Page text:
Ape House

By SARA GRUEN

Quick. What do you know about bonobos?

a.  Along with humans and dolphins, they are the only animals known to have recreational sex.
b. They are a matriarchal, egalitarian, peaceful culture.
c. They share 98.7 percent of their DNA with humans.
d. They look like chimpanzees but slimmer, with flatter features and black faces.
e. All of the above.

No matter if you got the right answer. (It’s e.) After reading Sara Gruen’s captivating fourth novel, Ape House, you’ll not only know about bonobos in general, you’ll also know half a dozen of these great apes as characters with personalities as distinct as fingerprints. Gruen’s gift for reaching across the species divide is as evident in Ape House as it was in her mega-selling Water for Elephants, which featured Rosie, the Depression-era circus elephant. Not since Jack London explored the boundaries between the domesticated dog and the wolf in The Call of the Wild has a writer dramatized the bonds between humans and our fellow creatures with such empathy.

Gruen credits the Great Ape Trust in Des Moines, Iowa, with grounding her in solid research (including actual human-bonobo dialogue) for her latest, which begins with an extended family of six bonobos living in the university-sponsored Great Ape Language Lab. They communicate with humans via American Sign Language and lexigrams.

In poignant early scenes, Gruen demonstrates the loving relationships between Isabel, a key scientist at the lab, and the six bonobos in her care for eight years. “We are, all of us, collaborators. We are, in fact, family,” Isabel explains to John, a down-on-his-luck reporter sent to cover the apes. With John we meet Bonzi, the matriarch of the group,   “calm, assured, thoughtful and inordinately fond of M&Ms,” and the others. Sam, the oldest male, is charismatic; Jeloni, an adolescent male, is a show-off; his biggest fan is Makena, who is pregnant. Lola, the baby, likes to tease. Mbongo is the smallest, most sensitive male.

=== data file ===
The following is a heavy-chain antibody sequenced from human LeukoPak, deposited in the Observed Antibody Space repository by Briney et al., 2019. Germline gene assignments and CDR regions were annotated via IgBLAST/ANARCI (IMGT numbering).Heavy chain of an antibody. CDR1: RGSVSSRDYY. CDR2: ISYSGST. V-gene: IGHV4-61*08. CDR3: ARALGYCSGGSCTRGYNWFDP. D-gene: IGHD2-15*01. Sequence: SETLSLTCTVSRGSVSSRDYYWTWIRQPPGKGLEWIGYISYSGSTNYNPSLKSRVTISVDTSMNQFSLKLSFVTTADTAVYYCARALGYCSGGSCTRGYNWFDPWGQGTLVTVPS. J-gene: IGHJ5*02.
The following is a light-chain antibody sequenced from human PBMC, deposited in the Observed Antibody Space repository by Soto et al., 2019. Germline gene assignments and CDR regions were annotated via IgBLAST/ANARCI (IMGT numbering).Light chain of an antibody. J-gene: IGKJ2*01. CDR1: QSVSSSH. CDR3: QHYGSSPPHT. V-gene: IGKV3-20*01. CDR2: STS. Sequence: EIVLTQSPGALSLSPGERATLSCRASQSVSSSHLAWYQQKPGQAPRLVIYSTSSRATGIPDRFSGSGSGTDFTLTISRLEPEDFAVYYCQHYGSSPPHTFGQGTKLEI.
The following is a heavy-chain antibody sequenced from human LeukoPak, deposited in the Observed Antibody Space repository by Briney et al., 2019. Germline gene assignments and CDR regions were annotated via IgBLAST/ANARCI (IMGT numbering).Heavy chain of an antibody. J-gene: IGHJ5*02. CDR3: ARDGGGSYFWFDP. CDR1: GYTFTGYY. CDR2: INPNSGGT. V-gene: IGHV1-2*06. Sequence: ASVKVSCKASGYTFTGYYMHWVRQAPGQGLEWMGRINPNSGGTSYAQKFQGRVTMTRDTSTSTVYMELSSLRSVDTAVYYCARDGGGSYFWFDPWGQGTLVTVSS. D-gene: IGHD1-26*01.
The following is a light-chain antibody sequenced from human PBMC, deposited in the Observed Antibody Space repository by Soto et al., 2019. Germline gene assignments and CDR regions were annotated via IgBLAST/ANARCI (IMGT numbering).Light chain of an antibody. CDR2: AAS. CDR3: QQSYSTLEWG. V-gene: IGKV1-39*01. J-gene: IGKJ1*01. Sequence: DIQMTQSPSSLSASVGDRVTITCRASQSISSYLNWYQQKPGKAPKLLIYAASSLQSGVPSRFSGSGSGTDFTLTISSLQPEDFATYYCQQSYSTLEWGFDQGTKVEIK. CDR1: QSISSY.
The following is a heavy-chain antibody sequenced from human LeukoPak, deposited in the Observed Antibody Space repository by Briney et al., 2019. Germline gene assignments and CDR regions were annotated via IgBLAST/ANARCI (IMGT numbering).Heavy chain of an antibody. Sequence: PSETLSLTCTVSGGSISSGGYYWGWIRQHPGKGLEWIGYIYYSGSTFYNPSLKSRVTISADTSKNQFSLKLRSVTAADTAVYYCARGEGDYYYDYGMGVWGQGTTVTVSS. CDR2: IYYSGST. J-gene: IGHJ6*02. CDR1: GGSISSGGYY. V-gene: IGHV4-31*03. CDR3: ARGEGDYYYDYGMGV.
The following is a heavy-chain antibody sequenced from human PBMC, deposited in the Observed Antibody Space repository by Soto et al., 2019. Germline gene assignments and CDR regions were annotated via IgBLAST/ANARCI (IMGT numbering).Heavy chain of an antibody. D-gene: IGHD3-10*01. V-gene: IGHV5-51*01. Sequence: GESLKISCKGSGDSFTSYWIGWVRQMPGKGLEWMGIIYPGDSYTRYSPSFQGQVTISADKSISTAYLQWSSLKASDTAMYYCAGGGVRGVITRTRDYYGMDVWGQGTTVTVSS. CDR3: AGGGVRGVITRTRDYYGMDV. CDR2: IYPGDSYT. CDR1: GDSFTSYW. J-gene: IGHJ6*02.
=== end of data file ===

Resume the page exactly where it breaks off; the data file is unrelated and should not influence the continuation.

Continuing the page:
The plot revs into high gear when the bonobos sense danger. “Visitor, Smoke,” Sam signs urgently just before an explosion sends a fireball through the hallway. Isabel is badly injured, and the bonobos “liberated” into the treetops. An extremist animal-rights group claims responsibility. While recuperating, Isabel learns the university has sold the bonobos to a pornography producer and they are set to star in a reality TV show. She finds the opening clip appalling: “Six apes! One computer, and unlimited credit…Find out about our ‘kissin’ cousins’ on Ape House.” With Celia, her edgy magenta-haired intern, she heads to the set, determined to rescue them. John follows, hoping to find the story of his career.

As Isabel pursues her mission, Gruen underlines the power of the Internet, the tawdry tendencies of contemporary media (“Stir up hype,” the producer demands. “Then send in the beer and cap guns”), and the increasingly cruel disconnects between humans and animals.

Isabel’s mission keeps Ape House churning along. Gruen devotes equal time to plotlines involving John and his ambivalent wife Amanda, Isabel’s colleagues, and a string of lesser players. But most of them pale by comparison to the bonobos. Lively, witty, warm-hearted and sharp, these six prove to be scene-stealers of the first order.

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